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Last Updated: Saturday, 20 December, 2003, 22:00 GMT
Antarctic crash pilots found safe
Jennifer Murray and Colin Bodill
The Polar First mission is expected to take more than five months
Two British helicopter pilots missing in Antarctica have been found and are receiving hospital treatment in Chile.

Jennifer Murray, 63, and Colin Bodill, 54, were attempting to be the first to fly around the globe in a helicopter via South and North poles.

RAF Kinloss in Scotland raised the alarm at 0100 GMT and an RAF centre in the Falklands launched a rescue.

Mrs Murray has a broken arm and co-pilot Mr Bodill is suffering from chest injuries.

'Good spirits'

The expedition website earlier said Mr Bodill had "sustained an injury in the accident typical of those received in high-impact crashes and there is concern about his wellbeing".

But Polar First spokeswoman Sara Tye said both were in "good spirits".

They reached the South Pole in Mrs Murray's helicopter, a Bell 407, earlier this week at the start of their 33,000-mile (53,000km) trip.

Jennifer Murray
Ms Murray is already a record-breaker
The helicopter went down 120 miles (193km) north of Patriot Hills on the northern section of the Ronne Ice Shelf.

Poor weather was reportedly preventing a rescue aircraft circling overhead from landing.

But they pitched a tent in temperatures as low as -40C while they waited for help.

When it arrived, they were first taken to a private Antarctic base at Patriot Hills.

Later, they were flown to hospital in Punta Arenas in Chile where they were met from the plane by a British consul and escorted to hospital.

Mrs Murray, from Frome, Somerset, earlier this week writing in her online diary, described landing at the Pole as a "nightmare" due to the freezing winds.

Royal friend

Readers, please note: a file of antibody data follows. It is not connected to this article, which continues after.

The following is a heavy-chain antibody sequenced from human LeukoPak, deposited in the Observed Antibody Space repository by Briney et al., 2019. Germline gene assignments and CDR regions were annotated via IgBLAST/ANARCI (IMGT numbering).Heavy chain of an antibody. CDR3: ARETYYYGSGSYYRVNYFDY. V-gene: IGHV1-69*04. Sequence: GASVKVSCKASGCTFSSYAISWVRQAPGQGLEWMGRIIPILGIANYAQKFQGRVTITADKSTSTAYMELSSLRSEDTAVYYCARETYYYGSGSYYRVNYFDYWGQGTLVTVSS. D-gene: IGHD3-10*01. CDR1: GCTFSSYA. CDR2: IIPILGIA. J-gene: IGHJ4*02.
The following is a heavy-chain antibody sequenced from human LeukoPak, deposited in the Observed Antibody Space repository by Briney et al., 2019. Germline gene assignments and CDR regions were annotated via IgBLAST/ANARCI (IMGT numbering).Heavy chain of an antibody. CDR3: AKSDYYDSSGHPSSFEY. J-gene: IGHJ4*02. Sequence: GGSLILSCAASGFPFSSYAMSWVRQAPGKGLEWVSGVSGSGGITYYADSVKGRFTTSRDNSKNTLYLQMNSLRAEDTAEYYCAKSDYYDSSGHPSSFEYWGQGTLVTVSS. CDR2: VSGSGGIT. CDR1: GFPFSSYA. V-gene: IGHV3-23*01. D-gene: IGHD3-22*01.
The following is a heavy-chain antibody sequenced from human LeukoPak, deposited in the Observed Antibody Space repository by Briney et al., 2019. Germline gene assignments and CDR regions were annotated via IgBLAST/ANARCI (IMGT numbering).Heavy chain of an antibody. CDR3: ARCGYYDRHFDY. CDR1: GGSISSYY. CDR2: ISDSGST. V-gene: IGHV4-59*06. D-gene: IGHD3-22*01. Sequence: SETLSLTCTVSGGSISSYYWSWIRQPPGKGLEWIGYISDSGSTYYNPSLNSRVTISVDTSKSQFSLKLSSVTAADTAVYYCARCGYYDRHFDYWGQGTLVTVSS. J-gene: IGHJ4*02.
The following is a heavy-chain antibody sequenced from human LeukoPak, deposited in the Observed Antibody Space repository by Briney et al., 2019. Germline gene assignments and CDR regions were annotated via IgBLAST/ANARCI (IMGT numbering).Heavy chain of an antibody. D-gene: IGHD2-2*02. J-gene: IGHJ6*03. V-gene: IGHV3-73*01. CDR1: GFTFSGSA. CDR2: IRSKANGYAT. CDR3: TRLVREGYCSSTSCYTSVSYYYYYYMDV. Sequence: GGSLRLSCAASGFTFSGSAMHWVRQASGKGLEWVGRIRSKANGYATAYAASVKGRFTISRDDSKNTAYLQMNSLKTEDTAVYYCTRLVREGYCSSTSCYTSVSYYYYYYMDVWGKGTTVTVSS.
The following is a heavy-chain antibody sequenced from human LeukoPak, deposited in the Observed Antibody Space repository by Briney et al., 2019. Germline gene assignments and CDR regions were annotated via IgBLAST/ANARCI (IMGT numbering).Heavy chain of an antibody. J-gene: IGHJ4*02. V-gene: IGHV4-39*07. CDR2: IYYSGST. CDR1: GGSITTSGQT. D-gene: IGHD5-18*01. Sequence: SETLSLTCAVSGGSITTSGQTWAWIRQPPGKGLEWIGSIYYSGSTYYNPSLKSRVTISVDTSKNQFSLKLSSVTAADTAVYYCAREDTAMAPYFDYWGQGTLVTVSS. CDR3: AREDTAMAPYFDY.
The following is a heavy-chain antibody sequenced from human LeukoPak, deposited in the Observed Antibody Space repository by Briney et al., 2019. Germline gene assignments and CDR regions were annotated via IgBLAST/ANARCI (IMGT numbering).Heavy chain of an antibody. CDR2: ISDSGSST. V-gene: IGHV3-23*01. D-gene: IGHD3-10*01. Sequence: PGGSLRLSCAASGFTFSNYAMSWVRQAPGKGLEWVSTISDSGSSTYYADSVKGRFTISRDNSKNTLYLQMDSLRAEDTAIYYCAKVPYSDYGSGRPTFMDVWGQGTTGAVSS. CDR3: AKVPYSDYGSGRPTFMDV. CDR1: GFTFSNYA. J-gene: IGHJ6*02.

The Polar First mission is expected to take more than five months and includes 160 stop-offs en route to highlight the work of the World Wide Fund for Nature.

The Duchess of York, an old friend of Mrs Murray who she knows as Jeffa, said she was "delighted and relieved" the pair had been found safe.

Nature always has the last word
Duchess of York
She said in a statement: "As always the rescue teams have been extraordinary and everyone is so grateful for all that they have done.

"I know this won't deter Jeffa from trying again and it certainly won't be her last adventure - although both of them will be more than aware that nature always has the last word."

Mrs Murray and Mr Bodill set off from New York on 22 October, waved off on the trip by the Duchess, who is official patron of the Polar First team.

They reached Antarctica earlier this month and were about to head up the west coast of the American continents to the North Pole before finishing in New York in April.

In 2000, Mrs Murray set the world record for the fastest female solo helicopter flight around the world.

Last Saturday, she met her businessman husband Simon Murray, who is bidding to become the oldest man to walk 850 miles (1,368km) overland to the South Pole unsupported.

He is accompanied on his trip by Arctic explorer Pen Hadow.

The BBC's Daniel Boettcher
"Between them they hold a number of aviation records"

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